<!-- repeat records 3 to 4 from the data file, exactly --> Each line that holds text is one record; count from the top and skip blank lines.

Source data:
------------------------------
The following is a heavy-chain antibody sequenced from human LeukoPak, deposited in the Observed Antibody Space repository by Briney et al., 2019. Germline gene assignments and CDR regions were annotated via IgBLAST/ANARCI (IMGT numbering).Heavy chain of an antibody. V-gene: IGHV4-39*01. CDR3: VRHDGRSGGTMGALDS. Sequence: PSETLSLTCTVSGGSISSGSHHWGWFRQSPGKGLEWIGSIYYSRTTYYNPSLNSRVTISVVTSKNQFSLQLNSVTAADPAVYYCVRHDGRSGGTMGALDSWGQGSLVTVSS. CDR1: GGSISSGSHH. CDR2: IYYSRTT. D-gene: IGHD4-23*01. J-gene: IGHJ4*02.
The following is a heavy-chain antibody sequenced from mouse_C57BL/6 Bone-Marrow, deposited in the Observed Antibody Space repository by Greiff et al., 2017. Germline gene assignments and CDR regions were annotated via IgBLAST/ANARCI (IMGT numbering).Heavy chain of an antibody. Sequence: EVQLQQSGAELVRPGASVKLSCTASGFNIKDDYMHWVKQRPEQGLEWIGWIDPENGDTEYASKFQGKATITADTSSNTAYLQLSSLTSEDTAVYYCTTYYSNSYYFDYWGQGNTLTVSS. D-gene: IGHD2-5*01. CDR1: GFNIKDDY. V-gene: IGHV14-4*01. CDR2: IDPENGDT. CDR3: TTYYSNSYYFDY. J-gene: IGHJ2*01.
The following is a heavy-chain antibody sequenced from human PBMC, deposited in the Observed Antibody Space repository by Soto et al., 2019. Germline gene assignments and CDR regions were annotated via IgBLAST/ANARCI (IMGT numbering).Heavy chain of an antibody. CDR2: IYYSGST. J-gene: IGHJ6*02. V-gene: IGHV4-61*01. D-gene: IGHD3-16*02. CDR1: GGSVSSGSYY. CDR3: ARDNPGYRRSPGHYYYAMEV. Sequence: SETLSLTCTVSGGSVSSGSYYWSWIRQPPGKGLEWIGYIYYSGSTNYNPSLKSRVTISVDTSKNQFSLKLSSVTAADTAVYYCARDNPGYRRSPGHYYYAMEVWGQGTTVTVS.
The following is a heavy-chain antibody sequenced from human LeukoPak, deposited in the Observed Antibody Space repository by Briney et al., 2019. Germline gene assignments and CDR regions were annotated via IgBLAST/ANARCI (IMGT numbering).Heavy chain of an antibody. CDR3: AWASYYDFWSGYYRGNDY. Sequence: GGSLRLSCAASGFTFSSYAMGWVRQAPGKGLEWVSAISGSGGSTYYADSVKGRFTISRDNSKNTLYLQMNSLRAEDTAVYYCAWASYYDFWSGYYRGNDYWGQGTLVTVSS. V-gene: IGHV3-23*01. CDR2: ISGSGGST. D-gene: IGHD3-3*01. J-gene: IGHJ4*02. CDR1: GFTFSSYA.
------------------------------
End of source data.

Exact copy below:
The following is a heavy-chain antibody sequenced from human PBMC, deposited in the Observed Antibody Space repository by Soto et al., 2019. Germline gene assignments and CDR regions were annotated via IgBLAST/ANARCI (IMGT numbering).Heavy chain of an antibody. CDR2: IYYSGST. J-gene: IGHJ6*02. V-gene: IGHV4-61*01. D-gene: IGHD3-16*02. CDR1: GGSVSSGSYY. CDR3: ARDNPGYRRSPGHYYYAMEV. Sequence: SETLSLTCTVSGGSVSSGSYYWSWIRQPPGKGLEWIGYIYYSGSTNYNPSLKSRVTISVDTSKNQFSLKLSSVTAADTAVYYCARDNPGYRRSPGHYYYAMEVWGQGTTVTVS.
The following is a heavy-chain antibody sequenced from human LeukoPak, deposited in the Observed Antibody Space repository by Briney et al., 2019. Germline gene assignments and CDR regions were annotated via IgBLAST/ANARCI (IMGT numbering).Heavy chain of an antibody. CDR3: AWASYYDFWSGYYRGNDY. Sequence: GGSLRLSCAASGFTFSSYAMGWVRQAPGKGLEWVSAISGSGGSTYYADSVKGRFTISRDNSKNTLYLQMNSLRAEDTAVYYCAWASYYDFWSGYYRGNDYWGQGTLVTVSS. V-gene: IGHV3-23*01. CDR2: ISGSGGST. D-gene: IGHD3-3*01. J-gene: IGHJ4*02. CDR1: GFTFSSYA.